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Family tax planning is a smart strategy for utilizing all the available exemptions and allowances within the legal framework.

In the UK, each individual has a personal tax-free allowance and is taxed independently, regardless of being a working parent, retired grandparent, or child. This tax structure allows for legitimate methods to reduce the overall tax burden for the entire family.

Strategic family tax planning, which is both non-aggressive and within the confines of the law, can benefit contractors, small business owners, and working adults. If you are considering family tax planning, no matter how small, it is advisable to consult a qualified and independent accountant first, such as the team at HMA Accountants or another experienced professional. In this article, we aim to delve into the details of family tax planning and highlight essential areas to consider.

What is family tax planning? Family tax planning involves utilizing various tax exemptions and allowances available to members of a family household within the legal framework. This often involves strategically shifting income from the primary wage earner to their spouse or children.

The underlying principle behind this strategy is that individuals who earn less than the primary earner in a household fall into lower tax brackets. Therefore, maximizing the amount of taxable income that can be legally transferred to another family member helps minimize taxes and maximize household income.

Every member of a household is entitled to an annual personal allowance on their income. The personal allowance sets the threshold above which income tax is levied. For the tax year 2019/20, the personal allowance is £12,500 for individuals earning less than £100,000 annually. Once an individual’s income exceeds the £12,500 threshold, income tax is applied to the amount above that limit.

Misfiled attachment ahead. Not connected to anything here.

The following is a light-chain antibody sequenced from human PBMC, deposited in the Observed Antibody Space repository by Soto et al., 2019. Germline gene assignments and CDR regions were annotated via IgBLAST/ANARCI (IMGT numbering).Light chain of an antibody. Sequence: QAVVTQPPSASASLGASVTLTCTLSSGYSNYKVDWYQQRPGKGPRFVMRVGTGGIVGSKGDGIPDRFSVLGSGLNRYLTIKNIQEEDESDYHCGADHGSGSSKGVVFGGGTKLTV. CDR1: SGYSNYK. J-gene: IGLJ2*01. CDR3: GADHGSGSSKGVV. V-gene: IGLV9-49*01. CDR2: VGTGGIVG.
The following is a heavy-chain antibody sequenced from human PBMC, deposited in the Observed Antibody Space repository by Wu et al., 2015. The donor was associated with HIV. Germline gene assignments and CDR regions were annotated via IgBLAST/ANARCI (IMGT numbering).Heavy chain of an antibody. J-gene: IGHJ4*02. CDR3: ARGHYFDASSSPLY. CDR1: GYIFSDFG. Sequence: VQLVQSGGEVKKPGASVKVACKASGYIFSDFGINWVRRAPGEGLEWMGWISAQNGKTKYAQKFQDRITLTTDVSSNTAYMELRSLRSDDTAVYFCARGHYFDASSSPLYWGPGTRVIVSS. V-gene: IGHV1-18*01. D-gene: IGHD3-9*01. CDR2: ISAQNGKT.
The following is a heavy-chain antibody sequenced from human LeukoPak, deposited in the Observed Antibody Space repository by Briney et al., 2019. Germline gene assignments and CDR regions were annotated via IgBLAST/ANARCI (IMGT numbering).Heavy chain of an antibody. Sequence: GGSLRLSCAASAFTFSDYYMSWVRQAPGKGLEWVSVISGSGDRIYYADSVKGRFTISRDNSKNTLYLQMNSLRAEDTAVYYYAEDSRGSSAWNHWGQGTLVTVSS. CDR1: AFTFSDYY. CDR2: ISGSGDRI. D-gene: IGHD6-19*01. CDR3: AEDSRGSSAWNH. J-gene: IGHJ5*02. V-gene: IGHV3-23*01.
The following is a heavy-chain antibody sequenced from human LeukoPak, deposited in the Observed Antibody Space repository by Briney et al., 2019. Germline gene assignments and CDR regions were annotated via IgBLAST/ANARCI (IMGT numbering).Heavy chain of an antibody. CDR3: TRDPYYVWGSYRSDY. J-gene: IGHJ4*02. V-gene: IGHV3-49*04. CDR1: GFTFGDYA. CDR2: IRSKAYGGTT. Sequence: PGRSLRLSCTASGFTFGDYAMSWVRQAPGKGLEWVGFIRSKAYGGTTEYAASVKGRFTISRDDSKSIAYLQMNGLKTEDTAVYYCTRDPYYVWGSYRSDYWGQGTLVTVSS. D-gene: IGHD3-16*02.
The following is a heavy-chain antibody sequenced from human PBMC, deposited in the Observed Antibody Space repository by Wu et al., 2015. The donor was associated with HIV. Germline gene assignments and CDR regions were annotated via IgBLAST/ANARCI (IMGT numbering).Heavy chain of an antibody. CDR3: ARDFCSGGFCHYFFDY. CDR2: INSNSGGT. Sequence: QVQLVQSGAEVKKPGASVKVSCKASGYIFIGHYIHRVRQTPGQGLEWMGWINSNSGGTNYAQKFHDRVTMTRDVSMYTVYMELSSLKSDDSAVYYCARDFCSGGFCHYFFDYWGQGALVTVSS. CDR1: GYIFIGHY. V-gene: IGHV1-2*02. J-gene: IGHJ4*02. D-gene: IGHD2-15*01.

For example, if someone earns £10,000 during the tax year 2019/20, they won’t have to pay any taxes for that year. However, if they earn £200,000 in the same year, they will lose their personal allowance and pay a higher tax rate on the majority of their income.

Examples of family tax planning strategies The key to minimizing the overall tax liability for your family is to find ways to distribute income among various household members, ensuring that income is either tax-free or subject to lower tax rates. There are several strategies to achieve this, but it is important to adhere to the rules and regulations.

  1. Making family members shareholders: A common approach among company directors is to make a spouse or family member a shareholder in the company. By doing so, they can receive dividend payments instead of salary, resulting in lower overall tax liability due to the lower tax rates applied to dividends.

  2. Employing family members: If there is a legitimate need within your business, such as hiring a family member for specific tasks, you can employ them and pay them a commercially viable wage. The payment made to the family member is a tax-deductible expense for the company.

  3. Utilizing marriage allowance: One legitimate strategy is to take advantage of the marriage allowance, which allows an individual earning less than £12,500 per year to transfer £1,250 of their personal allowance to their spouse or partner. This can reduce the overall tax liability by up to £250.

  4. Junior ISA: A Junior ISA is an effective way to save and invest money for children under the age of 18. Contributions to a Junior ISA are not subject to the £100 interest limit imposed on regular savings accounts, and the account holder does not pay tax on the interest earned or capital growth received.

  5. Inheritance tax planning: Careful planning can help minimize the impact of inheritance tax. Annual exemptions allow tax-free gifts of up to £3,000 per year, provided they are made seven years before your death. Utilizing Business Relief can also provide tax benefits for passing on certain assets